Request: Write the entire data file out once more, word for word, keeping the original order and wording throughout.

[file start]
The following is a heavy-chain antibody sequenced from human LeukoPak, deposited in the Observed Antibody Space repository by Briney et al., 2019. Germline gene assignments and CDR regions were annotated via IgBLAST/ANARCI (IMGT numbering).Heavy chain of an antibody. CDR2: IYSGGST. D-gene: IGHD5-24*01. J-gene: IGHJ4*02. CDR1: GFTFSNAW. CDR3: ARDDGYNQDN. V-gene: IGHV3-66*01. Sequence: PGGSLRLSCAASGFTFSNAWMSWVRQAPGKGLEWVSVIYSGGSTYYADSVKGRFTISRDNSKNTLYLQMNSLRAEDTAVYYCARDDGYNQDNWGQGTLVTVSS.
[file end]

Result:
The following is a heavy-chain antibody sequenced from human LeukoPak, deposited in the Observed Antibody Space repository by Briney et al., 2019. Germline gene assignments and CDR regions were annotated via IgBLAST/ANARCI (IMGT numbering).Heavy chain of an antibody. CDR2: IYSGGST. D-gene: IGHD5-24*01. J-gene: IGHJ4*02. CDR1: GFTFSNAW. CDR3: ARDDGYNQDN. V-gene: IGHV3-66*01. Sequence: PGGSLRLSCAASGFTFSNAWMSWVRQAPGKGLEWVSVIYSGGSTYYADSVKGRFTISRDNSKNTLYLQMNSLRAEDTAVYYCARDDGYNQDNWGQGTLVTVSS.